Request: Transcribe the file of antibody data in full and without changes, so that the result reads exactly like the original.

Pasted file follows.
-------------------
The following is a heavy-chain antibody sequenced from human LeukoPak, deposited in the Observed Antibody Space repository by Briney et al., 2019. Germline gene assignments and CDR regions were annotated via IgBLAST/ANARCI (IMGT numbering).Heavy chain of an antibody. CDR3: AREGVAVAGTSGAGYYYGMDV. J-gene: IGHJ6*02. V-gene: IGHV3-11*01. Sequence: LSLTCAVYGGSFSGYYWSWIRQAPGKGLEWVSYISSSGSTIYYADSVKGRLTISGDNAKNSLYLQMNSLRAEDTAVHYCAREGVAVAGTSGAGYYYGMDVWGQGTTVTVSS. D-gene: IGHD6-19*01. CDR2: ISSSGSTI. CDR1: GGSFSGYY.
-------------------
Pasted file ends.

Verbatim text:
The following is a heavy-chain antibody sequenced from human LeukoPak, deposited in the Observed Antibody Space repository by Briney et al., 2019. Germline gene assignments and CDR regions were annotated via IgBLAST/ANARCI (IMGT numbering).Heavy chain of an antibody. CDR3: AREGVAVAGTSGAGYYYGMDV. J-gene: IGHJ6*02. V-gene: IGHV3-11*01. Sequence: LSLTCAVYGGSFSGYYWSWIRQAPGKGLEWVSYISSSGSTIYYADSVKGRLTISGDNAKNSLYLQMNSLRAEDTAVHYCAREGVAVAGTSGAGYYYGMDVWGQGTTVTVSS. D-gene: IGHD6-19*01. CDR2: ISSSGSTI. CDR1: GGSFSGYY.